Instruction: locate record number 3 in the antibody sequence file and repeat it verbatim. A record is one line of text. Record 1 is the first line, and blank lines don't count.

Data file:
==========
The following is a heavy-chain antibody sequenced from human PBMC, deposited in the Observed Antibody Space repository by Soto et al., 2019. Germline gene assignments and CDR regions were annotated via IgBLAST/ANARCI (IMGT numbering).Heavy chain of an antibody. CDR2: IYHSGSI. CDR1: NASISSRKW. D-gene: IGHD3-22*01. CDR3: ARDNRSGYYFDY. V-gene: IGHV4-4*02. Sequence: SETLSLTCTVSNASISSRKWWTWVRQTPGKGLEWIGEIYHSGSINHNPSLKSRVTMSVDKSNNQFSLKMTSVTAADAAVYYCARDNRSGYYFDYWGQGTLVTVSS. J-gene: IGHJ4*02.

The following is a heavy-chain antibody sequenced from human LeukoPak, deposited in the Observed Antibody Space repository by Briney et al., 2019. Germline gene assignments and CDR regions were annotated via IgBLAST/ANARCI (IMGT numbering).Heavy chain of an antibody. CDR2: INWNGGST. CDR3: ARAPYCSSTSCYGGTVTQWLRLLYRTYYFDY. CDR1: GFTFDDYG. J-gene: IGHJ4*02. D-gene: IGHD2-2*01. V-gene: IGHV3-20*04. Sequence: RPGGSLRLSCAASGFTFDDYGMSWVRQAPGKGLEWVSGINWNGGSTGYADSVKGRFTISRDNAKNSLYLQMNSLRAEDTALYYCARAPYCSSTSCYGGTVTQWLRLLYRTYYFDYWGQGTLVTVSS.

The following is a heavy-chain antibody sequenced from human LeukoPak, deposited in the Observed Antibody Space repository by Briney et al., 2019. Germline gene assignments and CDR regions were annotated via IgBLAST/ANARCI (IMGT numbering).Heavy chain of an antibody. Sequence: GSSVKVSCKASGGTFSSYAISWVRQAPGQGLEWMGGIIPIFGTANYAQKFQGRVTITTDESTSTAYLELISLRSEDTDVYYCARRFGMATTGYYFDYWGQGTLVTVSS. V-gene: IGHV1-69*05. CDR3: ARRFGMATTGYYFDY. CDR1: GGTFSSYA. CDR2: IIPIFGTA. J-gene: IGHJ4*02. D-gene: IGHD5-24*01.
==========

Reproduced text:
The following is a heavy-chain antibody sequenced from human LeukoPak, deposited in the Observed Antibody Space repository by Briney et al., 2019. Germline gene assignments and CDR regions were annotated via IgBLAST/ANARCI (IMGT numbering).Heavy chain of an antibody. Sequence: GSSVKVSCKASGGTFSSYAISWVRQAPGQGLEWMGGIIPIFGTANYAQKFQGRVTITTDESTSTAYLELISLRSEDTDVYYCARRFGMATTGYYFDYWGQGTLVTVSS. V-gene: IGHV1-69*05. CDR3: ARRFGMATTGYYFDY. CDR1: GGTFSSYA. CDR2: IIPIFGTA. J-gene: IGHJ4*02. D-gene: IGHD5-24*01.